, or Alcathoe's bat, was identified by a research team led by Professor John Altringham at the University of Leeds and Professor Roger Butlin of the University of Sheffield during a Europe-wide study of bat population ecology and genetics.
Alcathoe's bat - which is about the size of the end of a person's thumb - was 'discovered' in Greece in 2001 and is a native of continental Europe. But until now, it was presumed that the English Channel acted as a barrier which had prevented it reaching the UK.
In Yorkshire the bats were found in a Forestry Commission woodland in Ryedale in the North York Moors National Park, a biologically rich site that was home to the north of England's last known colonies of rare barbastelle and lesser horseshoe bats over 50 years ago.
The southern sites are in the South Downs of Sussex, a wooded area known for a number of rare woodland bat species. Alcathoe's bat may well be present in many other parts of the country.
The researchers believe the bat is actually resident in the UK but has not been spotted before because its appearance is so similar to other bat species.
Professor Altringham said: "Over a third of the UK's native land mammal species are bats, making them by far the biggest contributor to our mammalian diversity. This discovery takes the number of bat species established in the UK from 16 to 17. Most of the bats were captured as they entered underground "swarming" sites, where bats gather to mate before going into hibernation. A single swarming site, usually a cave or disused mine, can attract thousands of bats of ten or more species. This makes them good places to look for rare species.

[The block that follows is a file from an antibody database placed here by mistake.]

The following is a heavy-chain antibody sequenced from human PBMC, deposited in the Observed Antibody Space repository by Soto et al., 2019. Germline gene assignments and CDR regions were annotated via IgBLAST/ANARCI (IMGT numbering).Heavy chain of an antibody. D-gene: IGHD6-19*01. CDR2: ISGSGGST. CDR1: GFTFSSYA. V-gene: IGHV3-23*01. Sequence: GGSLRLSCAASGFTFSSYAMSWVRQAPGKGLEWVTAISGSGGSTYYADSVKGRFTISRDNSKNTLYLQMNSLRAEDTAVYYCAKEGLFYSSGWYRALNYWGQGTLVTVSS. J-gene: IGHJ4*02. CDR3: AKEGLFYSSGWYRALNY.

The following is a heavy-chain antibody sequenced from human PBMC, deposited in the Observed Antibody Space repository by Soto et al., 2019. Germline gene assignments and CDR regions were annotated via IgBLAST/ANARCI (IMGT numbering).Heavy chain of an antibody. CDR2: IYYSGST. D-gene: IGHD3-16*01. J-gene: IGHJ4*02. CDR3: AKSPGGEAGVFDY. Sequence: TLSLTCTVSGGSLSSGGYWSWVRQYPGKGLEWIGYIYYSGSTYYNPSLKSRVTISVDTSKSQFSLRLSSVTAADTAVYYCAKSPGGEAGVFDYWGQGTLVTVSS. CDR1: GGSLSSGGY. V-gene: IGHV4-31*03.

"Its presence at sites 350 km apart suggests that Alcathoe's bat is a well-established, resident species. Preliminary evidence suggests that it makes up a significant proportion of the small Myotis bats at both the Yorkshire and Sussex sites. Its close resemblance to two other UK species means it has gone unnoticed."
Professor Butlin said: " Our genetic analysis* (mitochondrial and nuclear DNA) places Alcathoe's bat as a very close relative to the whiskered bat (M. mystacinus) a widespread but relatively uncommon UK species. These two species and a third, Brandt's bat (M. brandtii), are so similar in appearance that identification based on appearance alone can be difficult even for the unwary expert."
Prof Altringham added: "However, Alcathoe's distinctive echolocation call, which terminates at a significantly higher frequency than those of its relatives (43-46 kHz), alongside some subtle physical differences makes identification possible without genetic analysis.
"Although similar in appearance these three bats may prove to be ecologically quite different. The separation of the common pipistrelle into two species in the 1990s led to the discovery that despite their physical similarity they have significantly different roosting habits, feeding habitat and food."
Brian Walker, Forestry Commission Wildlife Officer for the North York Moors, said: "We have some incredibly rich bat habitats in North Yorkshire and it was only a few years ago that work locally helped to confirm that the common pipistrelle was actually made up of two different species. The discovery of Alcathoe's bat is another first to add to the record books."
Photo credits: Cyril Schönbächler
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